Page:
Rimwracked Wheels, Boggle-Eyed Frogs
BILL NYE, 'twas, who wrote the long-forgotten line, ``Today a felloe spoke to me in the Hub.''Skip to next paragraph
Subscribe Today to the Monitor
Here's a glossary:
Felloe - the rim of a wheel.
Spoke - one of the bars, rods, or rungs radiating from the hub or nave of a wheel and supporting the rim or felloe.
Hub - the part of a wheel in central position around which all revolves; the Hub, the city of Boston (the hub of the universe).
Explanations never improve any jest, and spoil a pun, but I thought of Bill Nye's line when a lady down the road said her dishwashing machine was rimwracked, and she was politicking with her husband for a new one.
I see even the big dictionary doesn't support me with rimwrack, but it is still a good word. Wrack, by the way, is a bust-up of sorts, and takes the place of wreck, sometimes. There's an island down Muscongus Bay called Wreck Island, even by elderly fishermen who should know better - it's Wrack Island, wrack being the sea debris cast up by the tides. Nothing to do with a shipwreck.
In distant days, sea wrack was packaged and sold in fine stores for some purpose or other - maybe for greasing boots or tanning hides. So a wheel gets rimwracked when the spokes and felloes dry and the joint gets loose and wears, resulting in wobbling and worse, and an annoying rattle. To be rimwracked is to be in the last stages of abuse, but it is not a word the old-timers would think of applying to a dishwashing machine that has squandered its warranty.
If you responded in time, a wheel that was loose in the joints could be saved by the wheelwright and restored. A temporary, and often consecutive, make-do - and one that was cheaper than going to see Tom Wright the wheelwright who couldn't write his name right - was the brook passage. This would be by a bridge over a brook, where folks riding by with horse and buggy could leave the road and descend to ford the stream and come up again on the other side. This was efficacious in several ways.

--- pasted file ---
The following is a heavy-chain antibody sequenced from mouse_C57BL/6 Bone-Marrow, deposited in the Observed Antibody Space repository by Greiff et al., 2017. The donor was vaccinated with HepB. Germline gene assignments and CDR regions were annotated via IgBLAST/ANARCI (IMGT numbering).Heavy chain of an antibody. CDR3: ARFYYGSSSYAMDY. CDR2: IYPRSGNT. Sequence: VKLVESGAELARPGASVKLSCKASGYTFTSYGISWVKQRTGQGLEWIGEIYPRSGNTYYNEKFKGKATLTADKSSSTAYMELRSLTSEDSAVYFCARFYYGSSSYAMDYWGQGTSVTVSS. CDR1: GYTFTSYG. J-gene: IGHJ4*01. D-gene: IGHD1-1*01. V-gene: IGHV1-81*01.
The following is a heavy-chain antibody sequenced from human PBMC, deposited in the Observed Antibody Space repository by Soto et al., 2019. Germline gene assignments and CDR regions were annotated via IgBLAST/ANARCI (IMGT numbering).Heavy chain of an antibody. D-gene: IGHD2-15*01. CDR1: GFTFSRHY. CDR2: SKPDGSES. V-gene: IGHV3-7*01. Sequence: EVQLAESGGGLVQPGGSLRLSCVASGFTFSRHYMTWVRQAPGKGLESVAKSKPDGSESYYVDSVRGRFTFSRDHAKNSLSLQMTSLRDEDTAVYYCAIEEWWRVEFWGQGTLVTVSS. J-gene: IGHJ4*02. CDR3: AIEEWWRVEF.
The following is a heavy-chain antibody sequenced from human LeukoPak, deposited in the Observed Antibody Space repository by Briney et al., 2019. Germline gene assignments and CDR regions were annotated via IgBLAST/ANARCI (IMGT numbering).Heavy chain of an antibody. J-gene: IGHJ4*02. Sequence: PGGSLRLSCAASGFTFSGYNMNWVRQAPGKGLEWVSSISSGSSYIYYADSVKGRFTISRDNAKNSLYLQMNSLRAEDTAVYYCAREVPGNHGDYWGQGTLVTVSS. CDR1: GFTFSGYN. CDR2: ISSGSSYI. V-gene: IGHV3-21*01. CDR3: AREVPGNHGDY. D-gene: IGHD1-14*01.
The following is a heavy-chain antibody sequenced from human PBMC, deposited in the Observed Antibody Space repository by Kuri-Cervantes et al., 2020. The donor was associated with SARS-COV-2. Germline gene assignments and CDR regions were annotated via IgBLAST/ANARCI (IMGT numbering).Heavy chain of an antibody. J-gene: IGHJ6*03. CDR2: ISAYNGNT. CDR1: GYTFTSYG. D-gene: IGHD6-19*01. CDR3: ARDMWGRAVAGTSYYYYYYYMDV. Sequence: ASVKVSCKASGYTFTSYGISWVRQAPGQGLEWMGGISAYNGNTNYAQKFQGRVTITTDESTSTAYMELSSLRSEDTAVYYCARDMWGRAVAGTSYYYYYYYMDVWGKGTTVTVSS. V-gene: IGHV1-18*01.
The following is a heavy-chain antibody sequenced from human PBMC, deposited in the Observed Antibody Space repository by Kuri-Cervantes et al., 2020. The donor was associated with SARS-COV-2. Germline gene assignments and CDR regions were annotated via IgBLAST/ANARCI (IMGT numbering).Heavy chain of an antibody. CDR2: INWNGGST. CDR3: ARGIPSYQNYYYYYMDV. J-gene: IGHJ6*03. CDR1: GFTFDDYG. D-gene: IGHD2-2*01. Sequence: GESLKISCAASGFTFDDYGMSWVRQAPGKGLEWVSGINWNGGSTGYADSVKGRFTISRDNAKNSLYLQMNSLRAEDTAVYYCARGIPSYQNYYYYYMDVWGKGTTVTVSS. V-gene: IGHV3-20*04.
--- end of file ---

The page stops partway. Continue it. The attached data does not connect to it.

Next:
1. It was pleasant to sit there in the waterside melody of the babbling brook, with nothing to do for the nonce save watch an elderly frog at water's edge boggle his eyes and wait for a fly to favor him.
2. The horse got a drink.
3. The horse also got his feet wet. This was good, and it moistened the hooves, and the horse seemed to like the cooling effect. When a horse finished drinking at the brook passage, he was never in a hurry to move along, but stood there in a linger that pleased his fetlocks. He would switch his tail to drum up the fly business for the bug-eyed frog. It was usual, fact is, to let the old plug enjoy himself until he was ready to start up by himself.
4. The brook passage also wet the wheels - spokes and felloes - so the joints would swell and prevent rimwracking. (The same principle caused the prudent farmer to keep his ax in a pail of water between outings, thus sparing himself the annoyance of a loose ax-handle.)
In my casual recollections, it was around 1925 or so that our foolish state-highway engineers improved (sic) our lower road with a new bridge over Dearing's Brook and eliminated the brook passage that had served the community since colonial days. In 1925 or so, the automobile was still in its infancy thereabouts, but the horse and buggy was by no means extinct. Shortly after the new bridge was opened, and the brook passage was no longer available, our resident ironworker, farrier, wheelwright, and tinker, Lemuel Blethen, was swamped with rimwracked wheels, and he couldn't keep up. This flurry lasted until buggies dwindled and the tin lizzie fructified. Farmers could no longer wet their wheels, and you can't stick a horse and buggy in a pail with the ax. The expensive improvements of the highway engineers, I've felt, are always at the cost of something precious.
Well, we don't need to wet our horses' hooves nowadays, and people don't know about rimwracked felloes and spokes. Haven't seen a horse and buggy in a long time. But, neither have I seen a boggle-eyed bullfrog at water's edge - sitting there in tranquil anticipation, paying no attention to aught else, and waiting for some dobbin to tail-shoo him a delicious fly.